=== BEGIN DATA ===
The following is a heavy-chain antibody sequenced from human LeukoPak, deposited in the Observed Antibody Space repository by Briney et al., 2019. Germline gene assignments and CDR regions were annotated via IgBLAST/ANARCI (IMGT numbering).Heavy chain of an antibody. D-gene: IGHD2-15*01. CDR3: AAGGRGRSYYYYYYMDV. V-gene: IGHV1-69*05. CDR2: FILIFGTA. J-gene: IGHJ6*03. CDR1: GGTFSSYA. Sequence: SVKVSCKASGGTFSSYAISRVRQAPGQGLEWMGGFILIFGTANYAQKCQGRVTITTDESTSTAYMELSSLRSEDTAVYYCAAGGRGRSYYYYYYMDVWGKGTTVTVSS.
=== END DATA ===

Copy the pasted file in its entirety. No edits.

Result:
The following is a heavy-chain antibody sequenced from human LeukoPak, deposited in the Observed Antibody Space repository by Briney et al., 2019. Germline gene assignments and CDR regions were annotated via IgBLAST/ANARCI (IMGT numbering).Heavy chain of an antibody. D-gene: IGHD2-15*01. CDR3: AAGGRGRSYYYYYYMDV. V-gene: IGHV1-69*05. CDR2: FILIFGTA. J-gene: IGHJ6*03. CDR1: GGTFSSYA. Sequence: SVKVSCKASGGTFSSYAISRVRQAPGQGLEWMGGFILIFGTANYAQKCQGRVTITTDESTSTAYMELSSLRSEDTAVYYCAAGGRGRSYYYYYYMDVWGKGTTVTVSS.